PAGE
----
Survey: Most Muslims seek democracy
More than a year after the first stirrings of the Arab Spring, there continues to be a strong desire for democracy in Arab and other predominantly Muslim nations, a new Pew Research Center poll finds. Solid majorities in Lebanon, Turkey, Egypt, Tunisia and Jordan believe democracy is the best form of government, as do a plurality of Pakistanis. These publics do not just support the general notion of democracy – they also embrace specific features of a democratic system, such as competitive elections and free speech. Meanwhile, the United States is not seen as promoting democracy in the Middle East.
A substantial number in key Muslim countries want a large role for Islam in political life. However, there are significant differences over the degree to which the legal system should be based on Islam.
While democratic rights and institutions are popular, they are clearly not the only priorities. In particular, the economy is a top concern. Views about the economic situation in these countries are grim, although Turkey is an exception.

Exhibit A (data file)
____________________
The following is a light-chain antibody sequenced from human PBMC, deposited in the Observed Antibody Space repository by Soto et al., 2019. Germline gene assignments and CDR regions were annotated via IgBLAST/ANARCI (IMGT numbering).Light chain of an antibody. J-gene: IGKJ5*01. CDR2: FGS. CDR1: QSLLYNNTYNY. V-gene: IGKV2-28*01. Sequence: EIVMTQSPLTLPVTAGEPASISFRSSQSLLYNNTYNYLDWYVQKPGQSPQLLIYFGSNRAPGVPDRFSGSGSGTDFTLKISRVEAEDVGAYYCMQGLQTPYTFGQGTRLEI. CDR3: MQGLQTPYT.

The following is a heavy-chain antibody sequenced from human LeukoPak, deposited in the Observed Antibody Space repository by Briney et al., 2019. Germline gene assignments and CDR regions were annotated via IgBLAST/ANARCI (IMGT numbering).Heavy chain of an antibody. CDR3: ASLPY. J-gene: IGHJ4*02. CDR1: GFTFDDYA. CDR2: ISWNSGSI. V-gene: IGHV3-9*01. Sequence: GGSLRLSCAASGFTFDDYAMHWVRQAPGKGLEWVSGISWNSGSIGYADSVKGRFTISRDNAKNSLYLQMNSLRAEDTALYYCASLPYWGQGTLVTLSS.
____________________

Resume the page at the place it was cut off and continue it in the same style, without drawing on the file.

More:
Majorities in all six nations polled believe women should have equal rights as men, and more than eight-in-ten hold this view in Lebanon and Turkey. However, while many support the general principle of gender equality, there is less enthusiasm for gender parity in politics, economics and family life.
Extremist groups are largely rejected in predominantly Muslim nations, although significant numbers do express support for radical groups in several countries.
The survey was conducted in Egypt, Jordan, Lebanon, Pakistan, Tunisia and Turkey from March 19 to April 20. This report includes a special section on public opinion in Tunisia, where the Arab Spring began.
Short URL: http://thejewishreporter.com/?p=4483